| 23.8°C Belfast

BP's shares plunge to 13-year low


BP's shares have plunged to a 13-year low

BP's shares have plunged to a 13-year low

BP's shares have plunged to a 13-year low

Shares in BP plunged to new 13-year lows as the under-fire firm said the cost of the Gulf of Mexico oil disaster had reached 2.35 billion US dollars (£1.6 billion).

The battered stock fell more than 6% to just above 300p with no sign of an end to BP's woes in sight.

Chief executive Tony Hayward insisted the oil group's health had stabilised and was in the "intensive care" ward when he met company staff in Sunbury.

But investors continued to head for the exit, despite assurances in the update that progress on the relief well and measures to improve the capture of oil from the leaking well were on track.

BP said it was putting in place another support system for the containment cap within the next week.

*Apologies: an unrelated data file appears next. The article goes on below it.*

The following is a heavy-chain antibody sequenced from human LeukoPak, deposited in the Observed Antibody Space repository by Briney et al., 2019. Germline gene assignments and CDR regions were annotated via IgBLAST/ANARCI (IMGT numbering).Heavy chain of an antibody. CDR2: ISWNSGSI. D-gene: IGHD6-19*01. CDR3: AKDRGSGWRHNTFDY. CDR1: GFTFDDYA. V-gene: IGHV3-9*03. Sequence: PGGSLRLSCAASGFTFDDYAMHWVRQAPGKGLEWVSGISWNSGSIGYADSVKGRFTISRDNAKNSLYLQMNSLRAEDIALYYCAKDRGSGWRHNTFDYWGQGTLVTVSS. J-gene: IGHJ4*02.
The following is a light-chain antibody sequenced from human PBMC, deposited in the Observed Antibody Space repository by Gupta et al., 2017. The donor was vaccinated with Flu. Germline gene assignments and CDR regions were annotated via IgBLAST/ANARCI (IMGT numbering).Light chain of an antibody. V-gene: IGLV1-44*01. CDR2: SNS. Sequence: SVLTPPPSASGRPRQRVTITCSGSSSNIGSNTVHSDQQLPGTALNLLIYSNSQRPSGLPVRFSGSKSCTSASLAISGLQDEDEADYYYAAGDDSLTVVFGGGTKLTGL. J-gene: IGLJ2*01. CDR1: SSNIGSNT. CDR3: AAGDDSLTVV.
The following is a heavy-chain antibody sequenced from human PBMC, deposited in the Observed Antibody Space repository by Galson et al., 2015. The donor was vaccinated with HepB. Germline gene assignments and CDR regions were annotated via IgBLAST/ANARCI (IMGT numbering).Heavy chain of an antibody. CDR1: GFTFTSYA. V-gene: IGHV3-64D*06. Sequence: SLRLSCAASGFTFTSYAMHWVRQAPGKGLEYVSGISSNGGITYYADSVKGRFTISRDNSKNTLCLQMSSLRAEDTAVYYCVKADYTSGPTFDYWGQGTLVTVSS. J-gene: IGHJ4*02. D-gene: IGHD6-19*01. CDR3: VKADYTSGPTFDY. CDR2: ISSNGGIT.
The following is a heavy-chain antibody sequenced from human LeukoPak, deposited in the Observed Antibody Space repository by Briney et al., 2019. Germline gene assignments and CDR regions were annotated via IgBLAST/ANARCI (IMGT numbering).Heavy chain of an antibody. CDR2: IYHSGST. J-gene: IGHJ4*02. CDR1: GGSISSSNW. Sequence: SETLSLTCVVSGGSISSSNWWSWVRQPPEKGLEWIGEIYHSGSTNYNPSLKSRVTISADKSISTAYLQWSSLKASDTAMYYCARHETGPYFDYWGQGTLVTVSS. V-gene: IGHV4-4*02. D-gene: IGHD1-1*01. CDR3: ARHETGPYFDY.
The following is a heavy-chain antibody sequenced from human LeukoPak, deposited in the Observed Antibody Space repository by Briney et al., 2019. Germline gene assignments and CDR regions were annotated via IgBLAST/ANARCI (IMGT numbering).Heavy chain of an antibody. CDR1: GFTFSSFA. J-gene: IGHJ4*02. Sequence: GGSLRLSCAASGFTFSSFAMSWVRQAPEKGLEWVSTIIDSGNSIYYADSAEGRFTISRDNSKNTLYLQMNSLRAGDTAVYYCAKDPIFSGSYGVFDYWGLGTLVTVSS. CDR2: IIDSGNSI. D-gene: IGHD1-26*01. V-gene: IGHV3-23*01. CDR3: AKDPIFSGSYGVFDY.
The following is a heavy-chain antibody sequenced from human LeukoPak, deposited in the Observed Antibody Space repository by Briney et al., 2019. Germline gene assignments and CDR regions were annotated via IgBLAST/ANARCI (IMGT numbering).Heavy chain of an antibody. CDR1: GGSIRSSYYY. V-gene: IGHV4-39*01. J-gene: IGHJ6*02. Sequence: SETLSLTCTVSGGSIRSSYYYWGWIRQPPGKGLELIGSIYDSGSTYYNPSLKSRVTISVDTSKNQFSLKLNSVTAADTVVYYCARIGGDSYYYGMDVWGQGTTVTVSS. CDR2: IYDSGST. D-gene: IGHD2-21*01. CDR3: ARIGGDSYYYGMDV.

The group also confirmed its two relief wells - intended to kill the leaking well - are set to be completed within three months of the date work began, following reported concerns in America they could take longer.

But there are said to be mounting fears over the approaching hurricane season in the Gulf, with reports of a potential storm next week that could hamper the response operation.

Daily Headlines & Evening Telegraph Newsletter

Receive today's headlines directly to your inbox every morning and evening, with our free daily newsletter.

This field is required

The group has so far captured around 364,500 barrels of oil through its containment system, but it is estimated around 35,000 to 60,000 barrels a day are continuing to pour from the well, which ruptured after the Deepwater Horizon oil rig exploded on April 20, killing 11 workers.

Mr Hayward officially handed over day-to-day control of the Gulf of Mexico crisis to BP board director Bob Dudley earlier this week as it set up a new division to manage the spill.

The group was reportedly planning a mammoth fundraising programme to shore up its finances as the clean-up bill soars. As well as the ongoing cost of the operation and claims, it has also set aside a 20 billion dollar (£13.5 billion) compensation fund for those affected by the spill.

Top Videos